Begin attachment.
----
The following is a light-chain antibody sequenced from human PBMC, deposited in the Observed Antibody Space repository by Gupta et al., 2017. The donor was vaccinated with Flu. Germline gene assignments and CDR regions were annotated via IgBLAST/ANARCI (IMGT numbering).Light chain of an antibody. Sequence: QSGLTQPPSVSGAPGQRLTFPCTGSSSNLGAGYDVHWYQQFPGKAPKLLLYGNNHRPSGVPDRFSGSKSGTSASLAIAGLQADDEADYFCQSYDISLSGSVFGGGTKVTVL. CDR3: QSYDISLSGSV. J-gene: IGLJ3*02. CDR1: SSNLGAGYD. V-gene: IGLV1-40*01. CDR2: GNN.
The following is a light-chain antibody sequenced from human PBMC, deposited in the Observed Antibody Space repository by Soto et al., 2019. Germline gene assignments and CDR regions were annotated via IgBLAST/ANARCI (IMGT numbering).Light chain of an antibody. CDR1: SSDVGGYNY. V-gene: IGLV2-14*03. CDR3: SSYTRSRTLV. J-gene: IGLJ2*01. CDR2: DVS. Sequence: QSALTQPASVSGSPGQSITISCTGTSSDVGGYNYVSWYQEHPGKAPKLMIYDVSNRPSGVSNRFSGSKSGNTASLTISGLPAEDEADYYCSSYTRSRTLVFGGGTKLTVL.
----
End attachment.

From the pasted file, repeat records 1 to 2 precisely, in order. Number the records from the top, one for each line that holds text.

The following is a light-chain antibody sequenced from human PBMC, deposited in the Observed Antibody Space repository by Gupta et al., 2017. The donor was vaccinated with Flu. Germline gene assignments and CDR regions were annotated via IgBLAST/ANARCI (IMGT numbering).Light chain of an antibody. Sequence: QSGLTQPPSVSGAPGQRLTFPCTGSSSNLGAGYDVHWYQQFPGKAPKLLLYGNNHRPSGVPDRFSGSKSGTSASLAIAGLQADDEADYFCQSYDISLSGSVFGGGTKVTVL. CDR3: QSYDISLSGSV. J-gene: IGLJ3*02. CDR1: SSNLGAGYD. V-gene: IGLV1-40*01. CDR2: GNN.
The following is a light-chain antibody sequenced from human PBMC, deposited in the Observed Antibody Space repository by Soto et al., 2019. Germline gene assignments and CDR regions were annotated via IgBLAST/ANARCI (IMGT numbering).Light chain of an antibody. CDR1: SSDVGGYNY. V-gene: IGLV2-14*03. CDR3: SSYTRSRTLV. J-gene: IGLJ2*01. CDR2: DVS. Sequence: QSALTQPASVSGSPGQSITISCTGTSSDVGGYNYVSWYQEHPGKAPKLMIYDVSNRPSGVSNRFSGSKSGNTASLTISGLPAEDEADYYCSSYTRSRTLVFGGGTKLTVL.